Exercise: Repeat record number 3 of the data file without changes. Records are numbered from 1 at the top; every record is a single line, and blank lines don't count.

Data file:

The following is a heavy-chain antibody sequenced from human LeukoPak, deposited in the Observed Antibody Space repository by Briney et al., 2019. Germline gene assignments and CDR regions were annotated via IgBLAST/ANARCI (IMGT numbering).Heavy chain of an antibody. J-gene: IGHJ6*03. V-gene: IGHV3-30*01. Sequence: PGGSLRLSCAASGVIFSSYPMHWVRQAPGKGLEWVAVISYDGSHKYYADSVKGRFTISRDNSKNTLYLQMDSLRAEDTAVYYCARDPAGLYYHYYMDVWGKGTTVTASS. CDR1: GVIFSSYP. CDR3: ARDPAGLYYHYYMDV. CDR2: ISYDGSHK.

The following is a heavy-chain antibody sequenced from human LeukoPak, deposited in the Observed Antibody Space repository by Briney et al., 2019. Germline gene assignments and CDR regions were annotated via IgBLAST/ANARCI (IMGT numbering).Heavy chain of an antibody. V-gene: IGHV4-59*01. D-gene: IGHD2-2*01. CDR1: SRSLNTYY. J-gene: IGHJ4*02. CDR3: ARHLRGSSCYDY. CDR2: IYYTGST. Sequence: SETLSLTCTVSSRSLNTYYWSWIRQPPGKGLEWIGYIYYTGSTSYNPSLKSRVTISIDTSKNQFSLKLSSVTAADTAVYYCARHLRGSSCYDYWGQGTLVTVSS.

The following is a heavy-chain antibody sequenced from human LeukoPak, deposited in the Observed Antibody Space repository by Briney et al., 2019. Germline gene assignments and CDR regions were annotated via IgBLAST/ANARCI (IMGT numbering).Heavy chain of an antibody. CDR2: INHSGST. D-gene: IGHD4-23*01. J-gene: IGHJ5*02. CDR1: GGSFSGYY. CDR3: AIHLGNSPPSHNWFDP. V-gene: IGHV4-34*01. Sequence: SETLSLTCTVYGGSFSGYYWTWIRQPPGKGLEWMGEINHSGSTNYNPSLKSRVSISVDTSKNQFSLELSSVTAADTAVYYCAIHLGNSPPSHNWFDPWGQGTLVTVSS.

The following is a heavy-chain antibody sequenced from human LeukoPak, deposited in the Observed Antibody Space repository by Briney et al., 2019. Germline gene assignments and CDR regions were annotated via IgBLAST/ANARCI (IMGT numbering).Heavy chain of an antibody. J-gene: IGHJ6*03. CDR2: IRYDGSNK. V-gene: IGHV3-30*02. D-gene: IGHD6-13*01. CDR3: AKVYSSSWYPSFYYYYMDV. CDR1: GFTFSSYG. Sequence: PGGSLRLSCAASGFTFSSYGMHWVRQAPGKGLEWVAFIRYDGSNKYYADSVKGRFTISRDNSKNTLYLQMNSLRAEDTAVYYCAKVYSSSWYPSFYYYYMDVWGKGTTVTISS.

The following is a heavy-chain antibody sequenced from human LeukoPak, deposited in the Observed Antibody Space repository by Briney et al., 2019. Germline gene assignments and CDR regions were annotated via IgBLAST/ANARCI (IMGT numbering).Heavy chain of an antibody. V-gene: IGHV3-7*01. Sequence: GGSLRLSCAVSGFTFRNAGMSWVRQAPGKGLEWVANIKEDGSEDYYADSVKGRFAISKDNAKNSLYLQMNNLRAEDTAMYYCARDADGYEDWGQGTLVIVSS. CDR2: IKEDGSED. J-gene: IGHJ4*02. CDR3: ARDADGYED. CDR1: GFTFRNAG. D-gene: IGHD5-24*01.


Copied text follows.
The following is a heavy-chain antibody sequenced from human LeukoPak, deposited in the Observed Antibody Space repository by Briney et al., 2019. Germline gene assignments and CDR regions were annotated via IgBLAST/ANARCI (IMGT numbering).Heavy chain of an antibody. CDR2: INHSGST. D-gene: IGHD4-23*01. J-gene: IGHJ5*02. CDR1: GGSFSGYY. CDR3: AIHLGNSPPSHNWFDP. V-gene: IGHV4-34*01. Sequence: SETLSLTCTVYGGSFSGYYWTWIRQPPGKGLEWMGEINHSGSTNYNPSLKSRVSISVDTSKNQFSLELSSVTAADTAVYYCAIHLGNSPPSHNWFDPWGQGTLVTVSS.